Published in HRD Connect on 08.03.19
As it’s International Women’s Day, we look back on the impact of the #MeToo campaign, and what this means for the corporate world.
The uproar generated by #MeToo has subsided somewhat. It is now taking second place behind other political agendas and of course Brexit and how it will shape the UK’s near future.
The claims were springing up and spreading like wildfire and at one point it truly felt like harassment and discrimination, as well as sexual violence, was everywhere.
To me, it seems that this was the awakening of the corporate world needed to the sign of our times. A time where information is being consumed and shared at an uncontrollable speed. Where arguments are made public and shared over various platforms, where having a disease, disability or trauma has become a trend. And it is true somewhat, a story of pure torment will entertain the masses. It does not, however, soothe and heal the individuals concerned, thus creating more angst.
You could literally feel the sheer weight of accusations seeping through the walls of our boardrooms and open plan offices. No longer is gossip shared at the coffee machine, it is available right in front of you 24/7.
Leaders, and everyone else for that matter, need to take personal responsibility for removing toxic behaviours and bringing more compassion and other wholesome behaviours to our business and personal lives. In an age where work/life balance is becoming little more than a sheer concept –it’s increasingly more difficult to leave our working lives in the office – we need to focus on bringing out the goodness in us as humans and celebrate all we can achieve when we do exactly that.
Otherwise, we are sitting on a mental health time bomb, which won’t benefit anyone.
Businesses can no longer operate in a ‘command and control’ manner, as the conventional means of applying such measures are no longer relevant and applicable. There is a need, especially from HR, to guide everything that is good about being human back into the world. This will enable us to compete with one another on a positive level rather than a destructive one.
Humans differentiate themselves from machines through empathy, creativity and an ability to operate in ambiguous situations. The latter characteristic is particularly important as we no longer operate in a black or white world. We need to be able to interpret and react to various shades of grey…and blue and green for that matter. The old conventions where a manager can dictate lines of responsibility and never communicate meaningfully with their team are long gone. Managers, leaders and corporate citizens need support in fine-tuning their skills to this new era. Where words such as love, gratitude and freedom can enter the business arena and be applied so that we have more positive and impactful leadership. It is a well-known fact that people leave jobs, more often than not, because of their manager.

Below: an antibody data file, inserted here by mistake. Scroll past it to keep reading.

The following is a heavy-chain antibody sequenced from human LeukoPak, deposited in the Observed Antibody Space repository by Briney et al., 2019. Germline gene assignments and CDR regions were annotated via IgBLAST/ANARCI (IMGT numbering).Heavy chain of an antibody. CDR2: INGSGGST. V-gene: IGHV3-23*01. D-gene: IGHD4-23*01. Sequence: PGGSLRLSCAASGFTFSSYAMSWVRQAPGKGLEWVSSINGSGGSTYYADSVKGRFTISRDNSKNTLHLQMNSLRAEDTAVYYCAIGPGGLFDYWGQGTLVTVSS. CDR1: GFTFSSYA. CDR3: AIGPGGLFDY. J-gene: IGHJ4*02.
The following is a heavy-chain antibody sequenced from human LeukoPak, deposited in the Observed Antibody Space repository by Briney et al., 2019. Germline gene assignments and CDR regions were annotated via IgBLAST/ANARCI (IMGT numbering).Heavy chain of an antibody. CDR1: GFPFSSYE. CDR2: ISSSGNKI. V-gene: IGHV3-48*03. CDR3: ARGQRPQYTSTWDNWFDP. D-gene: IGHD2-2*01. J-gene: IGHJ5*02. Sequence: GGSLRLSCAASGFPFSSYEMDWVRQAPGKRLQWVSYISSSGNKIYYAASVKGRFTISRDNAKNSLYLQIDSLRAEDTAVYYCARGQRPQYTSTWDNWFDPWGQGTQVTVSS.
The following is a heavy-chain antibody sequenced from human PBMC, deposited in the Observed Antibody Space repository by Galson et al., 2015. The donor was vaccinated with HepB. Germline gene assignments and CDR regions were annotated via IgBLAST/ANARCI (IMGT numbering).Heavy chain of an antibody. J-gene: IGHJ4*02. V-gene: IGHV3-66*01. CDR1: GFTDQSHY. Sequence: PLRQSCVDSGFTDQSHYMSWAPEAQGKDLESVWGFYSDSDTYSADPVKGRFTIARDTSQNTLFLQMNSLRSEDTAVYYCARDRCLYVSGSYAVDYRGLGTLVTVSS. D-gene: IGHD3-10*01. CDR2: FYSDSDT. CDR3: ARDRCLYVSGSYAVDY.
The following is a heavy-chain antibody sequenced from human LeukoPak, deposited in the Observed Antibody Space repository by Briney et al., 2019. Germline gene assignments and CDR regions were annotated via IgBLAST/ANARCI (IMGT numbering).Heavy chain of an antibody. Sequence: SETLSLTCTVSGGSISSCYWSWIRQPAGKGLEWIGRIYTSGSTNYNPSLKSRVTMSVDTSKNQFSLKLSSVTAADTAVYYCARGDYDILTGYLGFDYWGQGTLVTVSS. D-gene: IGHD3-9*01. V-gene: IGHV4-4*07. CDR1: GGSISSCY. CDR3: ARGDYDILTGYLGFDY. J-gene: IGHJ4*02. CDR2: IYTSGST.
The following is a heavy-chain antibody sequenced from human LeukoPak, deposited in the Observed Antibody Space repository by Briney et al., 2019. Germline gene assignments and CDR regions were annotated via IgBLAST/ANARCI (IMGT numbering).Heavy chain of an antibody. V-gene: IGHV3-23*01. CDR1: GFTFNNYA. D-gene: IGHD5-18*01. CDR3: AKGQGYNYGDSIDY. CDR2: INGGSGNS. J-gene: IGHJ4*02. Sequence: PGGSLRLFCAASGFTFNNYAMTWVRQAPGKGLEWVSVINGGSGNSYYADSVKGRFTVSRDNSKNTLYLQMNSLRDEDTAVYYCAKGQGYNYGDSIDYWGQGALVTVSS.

As such, there is a significant opportunity for HR to address the Human agenda through corporate healing practices. Enabling company values and culture to be living concepts rather than mere text in a corporate brochure. Providing guidance and support to all, promoting flexibility in applying policies, empowering individuals to speak up in a mutually supportive manner and seek a positive resolution to any conflict. Being driven by the greater good, compassion and a true sense of purpose in order to generate results is a somewhat new concept for some but one that definitely has its place in corporate ranks.
As humans, we are genetically programmed to have an intrinsic need to do good for our environment – more and more people are taking on volunteering or community-oriented hobbies. Amidst all of the angst so currently prevalent in our corporate cultures, there is an uprising of a revolutionary spirit screaming out for more positivity in the workplace. Seeking to find new means of moving forward by enabling and empowering a more humane attitude, seeking win/win rather than win/lose is a means of moving forward and soothing this corporate un-ease that has been simmering for decades now.
The need for corporate healing is real and relevant today and HR needs to take front stage in enabling organisations to change their cultures from ones of command, control and competition for competition’s sake to ones where results are driven from a place of compassion, wholesomeness and healthy rivalry.